All About Scars: Types, Causes & Treatments


If you have a scar, you might want to show it off to display your bravery or tell a funny story. Scars are a natural part of your body’s healing process after a skin injury. But even if a wound seems to have healed into a scar, there’s still a lot going on under the surface of your skin that you should be aware of.

The Healing Process

Scars can take up to a year to heal completely, with most of the process occurring out of sight. In most cases, the scar will turn from pink to white as the scar heals. The skin will also flatten out in the affected area. This happens because bodies produce scar tissue to mend the damage that has happened. Scar tissue is comprised of collagen fibers that help the body repair itself. The body doesn’t always produce the right amount of scar tissue, though:

  • Hypertrophic scars are a result of too much scar tissue production. These scars are raised but do not expand beyond the boundaries of the wound.
  • Keloid scars are also the product of collagen overproduction. Larger than a hypertrophic scar, keloids swell beyond the initial wound and can become itchy, red and painful.
  • Atrophic scars stem from underproduction of scar tissue. When not enough collagen is produced to counteract the loss of tissue from the original injury, the scar can appear depressed. These scars appear like a small indentation in the skin.

Scars can also result from burns. Burn scars look different from others, and are thick and bound down in the skin.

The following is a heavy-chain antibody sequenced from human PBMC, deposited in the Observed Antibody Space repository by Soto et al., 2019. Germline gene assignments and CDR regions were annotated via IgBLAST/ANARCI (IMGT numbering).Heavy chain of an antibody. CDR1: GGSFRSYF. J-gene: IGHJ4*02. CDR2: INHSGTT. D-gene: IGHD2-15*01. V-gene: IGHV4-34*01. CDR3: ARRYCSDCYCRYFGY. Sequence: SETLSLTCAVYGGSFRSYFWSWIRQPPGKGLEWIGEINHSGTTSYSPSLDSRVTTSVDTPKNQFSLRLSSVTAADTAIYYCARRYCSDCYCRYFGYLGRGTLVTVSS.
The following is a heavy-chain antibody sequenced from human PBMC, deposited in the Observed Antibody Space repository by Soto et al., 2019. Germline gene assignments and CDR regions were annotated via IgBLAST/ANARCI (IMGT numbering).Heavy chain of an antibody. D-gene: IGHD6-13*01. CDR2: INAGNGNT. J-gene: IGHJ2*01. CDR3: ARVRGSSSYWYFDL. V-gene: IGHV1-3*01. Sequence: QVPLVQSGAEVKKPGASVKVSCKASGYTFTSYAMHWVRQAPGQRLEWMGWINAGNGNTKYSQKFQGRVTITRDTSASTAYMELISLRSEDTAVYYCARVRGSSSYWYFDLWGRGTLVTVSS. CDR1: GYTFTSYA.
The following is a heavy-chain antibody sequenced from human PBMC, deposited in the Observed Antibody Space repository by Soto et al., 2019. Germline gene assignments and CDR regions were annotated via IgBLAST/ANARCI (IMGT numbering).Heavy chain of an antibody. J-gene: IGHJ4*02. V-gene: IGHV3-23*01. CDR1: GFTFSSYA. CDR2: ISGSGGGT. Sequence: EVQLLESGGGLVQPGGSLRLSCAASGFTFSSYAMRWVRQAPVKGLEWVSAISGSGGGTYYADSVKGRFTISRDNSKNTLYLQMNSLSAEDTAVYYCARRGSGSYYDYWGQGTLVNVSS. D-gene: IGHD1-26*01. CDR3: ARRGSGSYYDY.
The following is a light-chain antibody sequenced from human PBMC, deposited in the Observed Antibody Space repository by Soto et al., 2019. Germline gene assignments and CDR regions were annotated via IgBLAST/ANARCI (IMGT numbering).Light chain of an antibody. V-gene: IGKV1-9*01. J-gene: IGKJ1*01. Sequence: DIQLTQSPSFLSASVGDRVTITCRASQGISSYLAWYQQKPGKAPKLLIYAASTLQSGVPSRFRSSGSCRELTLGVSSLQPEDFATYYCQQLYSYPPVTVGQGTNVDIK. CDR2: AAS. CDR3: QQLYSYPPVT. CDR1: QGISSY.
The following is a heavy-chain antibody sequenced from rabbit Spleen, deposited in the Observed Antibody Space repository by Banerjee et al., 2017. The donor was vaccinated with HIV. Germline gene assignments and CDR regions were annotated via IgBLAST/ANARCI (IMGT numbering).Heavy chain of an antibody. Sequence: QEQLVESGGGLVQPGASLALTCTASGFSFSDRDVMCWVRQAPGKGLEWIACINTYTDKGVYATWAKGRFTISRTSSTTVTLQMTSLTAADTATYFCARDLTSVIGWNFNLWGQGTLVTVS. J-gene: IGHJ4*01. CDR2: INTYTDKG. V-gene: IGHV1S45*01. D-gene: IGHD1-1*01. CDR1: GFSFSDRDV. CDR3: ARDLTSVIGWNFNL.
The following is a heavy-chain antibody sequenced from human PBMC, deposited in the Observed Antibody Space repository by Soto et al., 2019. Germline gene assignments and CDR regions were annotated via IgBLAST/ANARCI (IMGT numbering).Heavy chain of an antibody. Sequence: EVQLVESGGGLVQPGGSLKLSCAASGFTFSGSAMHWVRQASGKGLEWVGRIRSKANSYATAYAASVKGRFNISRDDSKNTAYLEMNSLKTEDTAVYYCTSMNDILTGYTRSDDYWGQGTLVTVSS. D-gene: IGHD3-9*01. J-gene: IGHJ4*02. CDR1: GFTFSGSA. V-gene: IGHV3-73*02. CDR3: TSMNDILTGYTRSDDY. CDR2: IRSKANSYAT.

How are scars treated?

Not all scars require treatment, but in cases of too much or too little scar tissue generation, treatments exist to make the scars look less noticeable.

  • Lasers: Pulsed dye and resurfacing lasers are two types of lasers that we use to reduce the size and redness of scars. Lasers are often used to treat burn scars. Treatment for these burn scars becomes less effective as more time passes between the incident and the treatment.
  • Injectable steroids and chemotherapy agents can work to flatten out scars that have risen into bulky lumps.
  • Atrophic scars require treatments that will help the scar fill itself in. Resurfacing lasers are one tactic we use to address this issue. Another is micro-needling, which helps to stimulate collagen production by creating imperceptible puncture wounds on the top layer of the skin.

You should generally avoid putting tension of the affected area of your skin for a few months until the wound is fully repaired. Scars that become infected can cause the scar to become inflamed and irritating. Topical silicone creams are among the best ways to treat scars, improving the appearance of the blemish within 3-6 months.

Most scars do not pose any risk to your health or lifestyle. The most important thing to remember if you suffer a wound that will become a scar is to follow the instructions for wound care closely. If the scar becomes agitated in any way, don’t hesitate to schedule a same day or next day appointment on our website or by calling 651-209-1600.

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